On February 5th, 2010 the Supreme Judicial Court in COMMONWEALTH vs. MATT H. ZUBIEL 456 Mass. 27 (2010) held that Text Messages did not constitute “matter” for the purposes of MGL 272 sect 28 the Disemination of harmful matter to children.
After attempting to arrange for sex with a minor Zubiel was arrested and charged with disseminating harmful matter to a minor for text messages he sent which included his intention to “show her how it is done”. The SJC held that the text messages were not considered “matter” stating “General Laws c. 272, § 28, provides: “Whoever disseminates to a minor any matter harmful to minors, as defined in section thirty-one, knowing it to be harmful to minors, or has in his possession any such matter with the intent to disseminate the same to minors, shall be punished . . . .” “Matter” is defined in G. L. c. 272, § 31, for purposes of G. L. c. 272, §§ 28-30D, [Note 3]as “any handwritten or printed material, visual representation, live performance or sound recording including but not limited to, books, magazines, motion picture films, pamphlets, phonographic records, pictures, photographs, figures, statues, plays, dances.”
Online electronically transmitted conversations are not explicitly included in the definition of “matter” under § 31. Penal statutes must “define the criminal offense with sufficient definiteness that ordinary people can understand what conduct is prohibited.” Commonwealth v. Twitchell, 416 Mass. 114 , 123 (1993), quoting Kolender v. Lawson, 461 U.S. 352, 357 (1983). Therefore, criminal statutes are strictly construed against the government. Commonwealth v. Richards, 426 Mass. 689 , 690 (1998).
a. Visual representations. There are four broad categories of “[m]atter:” (1) any handwritten or printed material; (2) any visual representation; (3) any live performance; and (4) any sound recording. G. L. c. 272, § 31. The Commonwealth argues that the computer text was a visual representation. Zubiel contends that the online conversations between himself and Marino were not “visual representation[s],” as the term “visual representation” in § 31 refers to photographs and other images, but not text. We agree.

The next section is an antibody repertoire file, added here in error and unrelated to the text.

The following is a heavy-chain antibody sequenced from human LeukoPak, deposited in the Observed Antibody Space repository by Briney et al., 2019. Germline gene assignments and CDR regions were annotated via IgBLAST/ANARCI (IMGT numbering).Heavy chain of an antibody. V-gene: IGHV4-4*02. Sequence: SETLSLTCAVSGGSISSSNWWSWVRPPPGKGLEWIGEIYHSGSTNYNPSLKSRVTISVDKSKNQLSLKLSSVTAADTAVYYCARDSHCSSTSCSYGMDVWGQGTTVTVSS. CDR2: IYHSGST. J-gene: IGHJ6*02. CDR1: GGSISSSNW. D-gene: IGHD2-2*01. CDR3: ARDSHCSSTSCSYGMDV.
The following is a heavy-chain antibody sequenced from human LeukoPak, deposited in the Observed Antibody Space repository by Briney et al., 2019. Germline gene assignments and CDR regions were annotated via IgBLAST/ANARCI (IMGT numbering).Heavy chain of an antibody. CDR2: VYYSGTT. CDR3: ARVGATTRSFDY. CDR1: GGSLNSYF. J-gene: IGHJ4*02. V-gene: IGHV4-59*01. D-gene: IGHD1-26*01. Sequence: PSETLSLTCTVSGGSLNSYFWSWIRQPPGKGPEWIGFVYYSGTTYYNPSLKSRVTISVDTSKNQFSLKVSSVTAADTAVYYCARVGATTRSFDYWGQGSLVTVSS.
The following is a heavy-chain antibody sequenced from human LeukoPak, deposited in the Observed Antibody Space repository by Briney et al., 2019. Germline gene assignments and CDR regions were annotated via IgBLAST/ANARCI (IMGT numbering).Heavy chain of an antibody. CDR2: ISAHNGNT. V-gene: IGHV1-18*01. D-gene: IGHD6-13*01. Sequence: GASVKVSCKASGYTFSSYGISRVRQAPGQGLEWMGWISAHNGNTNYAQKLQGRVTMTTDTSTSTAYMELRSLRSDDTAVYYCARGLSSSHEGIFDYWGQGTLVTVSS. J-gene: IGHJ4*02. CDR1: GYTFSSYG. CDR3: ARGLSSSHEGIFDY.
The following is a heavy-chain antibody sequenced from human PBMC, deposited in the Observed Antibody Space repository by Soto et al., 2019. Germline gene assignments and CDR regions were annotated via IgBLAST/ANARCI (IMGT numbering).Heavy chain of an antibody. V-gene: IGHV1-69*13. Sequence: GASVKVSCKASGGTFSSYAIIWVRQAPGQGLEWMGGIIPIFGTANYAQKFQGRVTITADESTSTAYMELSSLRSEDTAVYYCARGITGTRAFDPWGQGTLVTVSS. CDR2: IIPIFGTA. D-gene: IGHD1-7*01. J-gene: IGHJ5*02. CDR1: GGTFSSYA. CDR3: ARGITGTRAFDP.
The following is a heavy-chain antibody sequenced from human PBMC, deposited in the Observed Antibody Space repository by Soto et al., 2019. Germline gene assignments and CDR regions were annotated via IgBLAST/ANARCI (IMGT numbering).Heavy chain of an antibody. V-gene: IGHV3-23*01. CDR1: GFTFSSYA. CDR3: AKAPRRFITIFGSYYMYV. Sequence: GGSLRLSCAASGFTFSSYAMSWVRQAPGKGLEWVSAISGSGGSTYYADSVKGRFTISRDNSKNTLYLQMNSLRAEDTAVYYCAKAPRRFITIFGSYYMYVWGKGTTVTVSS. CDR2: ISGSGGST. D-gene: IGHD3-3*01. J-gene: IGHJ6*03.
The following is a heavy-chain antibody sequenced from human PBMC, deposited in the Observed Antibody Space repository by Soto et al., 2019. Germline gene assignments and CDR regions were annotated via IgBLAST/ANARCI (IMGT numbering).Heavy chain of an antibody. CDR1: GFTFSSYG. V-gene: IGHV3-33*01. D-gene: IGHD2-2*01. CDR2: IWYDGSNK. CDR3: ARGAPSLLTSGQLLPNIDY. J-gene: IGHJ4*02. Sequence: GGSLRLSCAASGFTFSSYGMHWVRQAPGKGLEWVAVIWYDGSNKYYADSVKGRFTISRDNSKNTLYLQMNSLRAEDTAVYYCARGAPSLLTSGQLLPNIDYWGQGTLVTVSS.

General Laws c. 272, § 31, does not define “visual representation.” However, it does define “[v]isual material,” listing numerous specific media that are considered “visual material” under the statute. [Note 4] When elements are listed in a series, the rules of statutory construction require the general phrase to be construed as restricted to elements similar to the specific elements listed. Santos v. Bettencourt, 40 Mass. App. Ct. 90 , 92 (1996). This principle, ejusdem generis, “allow[s] the specific words to identify the class and [restricts] the meaning of general words to things within the class.” 2A N.J. Singer & J.D. Shambie Singer, Sutherland Statutory Construction § 47.17, at 379 (7th ed. 2007).
Here, the specific elements listed as “[v]isual material” are limited to the class of pictures — moving or still, whether on paper, film, or computer. The statute indicates nowhere an intent by the Legislature to include words, such as those used in online conversations, in this definition.
In addition, the use of the phrase “visual representations” in the definition of “[v]isual material” provides insight into the definition of “visual representation.” The definition of “[v]isual material” includes “pictures, photographs or similar visual representations.” The inclusion of “similar visual representations” following the words “pictures” and “photographs” indicates that it refers to images, not purely written words.
Because the statute provides no definition of “visual representation,” this court must interpret the words of the statute according to their usual and accepted meaning. Commonwealth v. O’Keefe, 48 Mass. App. Ct. 566 , 567 (2000). No Massachusetts court has defined “visual representation” to include pure text, such as the online conversations in this case. [Note 5] The ordinary meaning of “visual representation” does not include purely textual material. Accordingly, we hold that the Legislature did not intend online conversation to be considered as “visual representation” under § 31.”
The decision is troubling on many levels but especially considering that in 2000 the legislature considered amending the statute to satisfy the requirements necessary and declined to do so (see footnote 8). Police should still have no problems charging a similar situated defendant with Chapter 265: Section 26C
Attorney Ronald. A. Sellon